EXPLAINER: Why a stronger naira is not leading to lower prices of bread, rice, millet others

IN recent weeks, Nigeria’s currency naira has been strengthening against the dollar, but this is not leading to lower prices for bread, rice, millet, and other commodities prices in Nigeria, findings have shown.

To state the least, the prices of goods and services in Nigeria have continued to soar despite the gains of the Naira against the dollar in the foreign exchange market.

According to the National Bureau of Statistics (NBS), headline inflation jumped to 33.20 per cent in March, and food inflation surged to 40.01 per cent.

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Several factors such as a global surge in energy prices triggered by the Russian-Ukraine War, Nigeria’s food importation bill, and insecurity in Nigeria’s food belt have been identified as factors that affect rising commodity prices.

The implication is that Nigerians continued to pay more for food and other services in March despite the appreciation of Nigeria’s naira against the dollar.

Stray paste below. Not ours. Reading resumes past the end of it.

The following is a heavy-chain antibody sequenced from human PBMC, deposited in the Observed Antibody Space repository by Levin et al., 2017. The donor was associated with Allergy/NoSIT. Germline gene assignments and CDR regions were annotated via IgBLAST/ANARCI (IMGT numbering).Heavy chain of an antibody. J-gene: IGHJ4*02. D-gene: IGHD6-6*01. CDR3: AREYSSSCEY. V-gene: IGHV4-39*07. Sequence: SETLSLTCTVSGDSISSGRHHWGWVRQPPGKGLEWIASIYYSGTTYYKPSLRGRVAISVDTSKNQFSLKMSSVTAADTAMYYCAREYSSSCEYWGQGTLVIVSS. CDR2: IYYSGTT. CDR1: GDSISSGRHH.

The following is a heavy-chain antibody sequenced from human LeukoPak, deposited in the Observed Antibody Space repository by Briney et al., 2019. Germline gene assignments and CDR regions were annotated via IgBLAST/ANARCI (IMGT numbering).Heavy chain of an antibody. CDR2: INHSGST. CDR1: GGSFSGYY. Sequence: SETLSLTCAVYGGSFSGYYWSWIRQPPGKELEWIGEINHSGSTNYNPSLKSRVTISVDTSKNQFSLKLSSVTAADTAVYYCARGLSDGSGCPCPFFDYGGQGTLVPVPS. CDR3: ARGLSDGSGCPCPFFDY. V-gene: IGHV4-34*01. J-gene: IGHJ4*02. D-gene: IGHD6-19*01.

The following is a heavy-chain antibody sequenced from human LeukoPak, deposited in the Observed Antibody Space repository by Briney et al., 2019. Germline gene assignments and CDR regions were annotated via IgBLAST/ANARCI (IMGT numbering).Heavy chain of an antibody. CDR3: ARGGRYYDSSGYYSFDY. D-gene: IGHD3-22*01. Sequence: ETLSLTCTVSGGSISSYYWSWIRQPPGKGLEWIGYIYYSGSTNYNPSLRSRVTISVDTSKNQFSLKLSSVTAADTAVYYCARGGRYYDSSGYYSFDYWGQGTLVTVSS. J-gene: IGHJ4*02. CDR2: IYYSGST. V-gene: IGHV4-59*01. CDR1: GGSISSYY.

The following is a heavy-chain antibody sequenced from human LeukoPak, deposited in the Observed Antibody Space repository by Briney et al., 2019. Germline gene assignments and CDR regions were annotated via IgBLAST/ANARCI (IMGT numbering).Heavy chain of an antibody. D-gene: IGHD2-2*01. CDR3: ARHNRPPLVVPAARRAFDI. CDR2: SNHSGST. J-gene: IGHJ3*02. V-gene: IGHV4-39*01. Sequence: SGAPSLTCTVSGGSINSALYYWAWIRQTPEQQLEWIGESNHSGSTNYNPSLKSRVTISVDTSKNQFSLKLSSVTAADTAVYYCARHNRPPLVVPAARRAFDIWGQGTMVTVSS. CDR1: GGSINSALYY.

The naira exchange rate against the United States dollar has sustained its rally as it appreciated a seven-month high to close at N1000/$1 on the parallel market.

On the Nigerian Autonomous Foreign Exchange (NAFEM) official window on Monday, also, the naira extended its upward trend, maintaining its one-month gain as it closed at N1,136.04/$, gaining N6.32, compared to the N1,142.38/$1 it closed on Friday.

The national currency’s appreciation came as the NBS disclosed that the Consumer Price Index (CPI), which measures the rate of change in prices of goods and commodities, further increased to 33.20 per cent in March 2024, compared to 31.70 per cent in February.